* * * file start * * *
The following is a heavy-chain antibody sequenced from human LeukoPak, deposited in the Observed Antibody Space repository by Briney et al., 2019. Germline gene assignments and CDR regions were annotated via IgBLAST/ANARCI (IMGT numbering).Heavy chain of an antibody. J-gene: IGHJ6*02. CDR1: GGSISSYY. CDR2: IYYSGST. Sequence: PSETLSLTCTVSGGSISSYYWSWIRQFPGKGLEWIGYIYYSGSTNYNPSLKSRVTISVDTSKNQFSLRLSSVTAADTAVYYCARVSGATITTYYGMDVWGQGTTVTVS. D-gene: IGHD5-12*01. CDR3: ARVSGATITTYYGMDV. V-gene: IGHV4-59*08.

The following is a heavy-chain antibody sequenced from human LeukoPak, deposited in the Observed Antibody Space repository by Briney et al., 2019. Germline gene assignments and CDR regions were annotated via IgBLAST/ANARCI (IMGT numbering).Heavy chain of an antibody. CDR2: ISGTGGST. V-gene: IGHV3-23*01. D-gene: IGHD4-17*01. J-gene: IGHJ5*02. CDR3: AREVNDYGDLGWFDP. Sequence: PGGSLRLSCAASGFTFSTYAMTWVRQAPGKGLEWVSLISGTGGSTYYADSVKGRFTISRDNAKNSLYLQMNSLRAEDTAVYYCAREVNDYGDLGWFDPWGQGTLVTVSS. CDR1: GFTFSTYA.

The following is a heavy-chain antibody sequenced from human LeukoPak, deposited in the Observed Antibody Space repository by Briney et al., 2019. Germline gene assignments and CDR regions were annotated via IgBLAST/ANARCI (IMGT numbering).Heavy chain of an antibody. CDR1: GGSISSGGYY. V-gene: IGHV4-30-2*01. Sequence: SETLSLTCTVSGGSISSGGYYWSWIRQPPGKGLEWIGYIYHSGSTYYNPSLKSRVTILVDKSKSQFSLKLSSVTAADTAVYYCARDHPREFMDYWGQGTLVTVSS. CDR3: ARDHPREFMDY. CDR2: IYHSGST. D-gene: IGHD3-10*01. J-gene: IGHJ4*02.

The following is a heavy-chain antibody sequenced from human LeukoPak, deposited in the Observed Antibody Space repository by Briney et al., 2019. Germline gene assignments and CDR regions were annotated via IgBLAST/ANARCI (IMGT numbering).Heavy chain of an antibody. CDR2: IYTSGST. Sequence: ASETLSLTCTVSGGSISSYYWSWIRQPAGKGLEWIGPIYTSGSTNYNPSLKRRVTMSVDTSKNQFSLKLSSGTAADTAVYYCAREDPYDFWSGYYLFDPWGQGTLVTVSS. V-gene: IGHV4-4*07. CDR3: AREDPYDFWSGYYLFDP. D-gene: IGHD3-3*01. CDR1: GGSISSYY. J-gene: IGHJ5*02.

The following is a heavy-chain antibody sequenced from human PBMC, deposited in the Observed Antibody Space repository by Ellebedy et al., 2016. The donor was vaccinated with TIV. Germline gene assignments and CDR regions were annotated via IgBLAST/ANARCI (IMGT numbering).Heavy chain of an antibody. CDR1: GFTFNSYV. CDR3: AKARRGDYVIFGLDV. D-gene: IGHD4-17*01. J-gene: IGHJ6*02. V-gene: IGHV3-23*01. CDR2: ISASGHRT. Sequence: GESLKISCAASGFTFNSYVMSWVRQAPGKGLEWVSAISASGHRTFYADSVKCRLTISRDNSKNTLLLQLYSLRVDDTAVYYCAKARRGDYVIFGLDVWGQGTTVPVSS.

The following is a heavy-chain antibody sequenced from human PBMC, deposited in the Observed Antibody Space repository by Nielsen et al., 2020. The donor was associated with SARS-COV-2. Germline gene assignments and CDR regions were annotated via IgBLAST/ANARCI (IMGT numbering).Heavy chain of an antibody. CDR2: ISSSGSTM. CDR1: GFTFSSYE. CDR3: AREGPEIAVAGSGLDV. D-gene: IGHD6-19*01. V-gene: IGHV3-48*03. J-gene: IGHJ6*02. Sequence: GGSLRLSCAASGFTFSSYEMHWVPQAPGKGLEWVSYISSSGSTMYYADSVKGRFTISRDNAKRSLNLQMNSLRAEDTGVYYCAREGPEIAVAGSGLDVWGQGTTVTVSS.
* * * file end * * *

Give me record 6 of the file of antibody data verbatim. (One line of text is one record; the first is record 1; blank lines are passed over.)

The following is a heavy-chain antibody sequenced from human PBMC, deposited in the Observed Antibody Space repository by Nielsen et al., 2020. The donor was associated with SARS-COV-2. Germline gene assignments and CDR regions were annotated via IgBLAST/ANARCI (IMGT numbering).Heavy chain of an antibody. CDR2: ISSSGSTM. CDR1: GFTFSSYE. CDR3: AREGPEIAVAGSGLDV. D-gene: IGHD6-19*01. V-gene: IGHV3-48*03. J-gene: IGHJ6*02. Sequence: GGSLRLSCAASGFTFSSYEMHWVPQAPGKGLEWVSYISSSGSTMYYADSVKGRFTISRDNAKRSLNLQMNSLRAEDTGVYYCAREGPEIAVAGSGLDVWGQGTTVTVSS.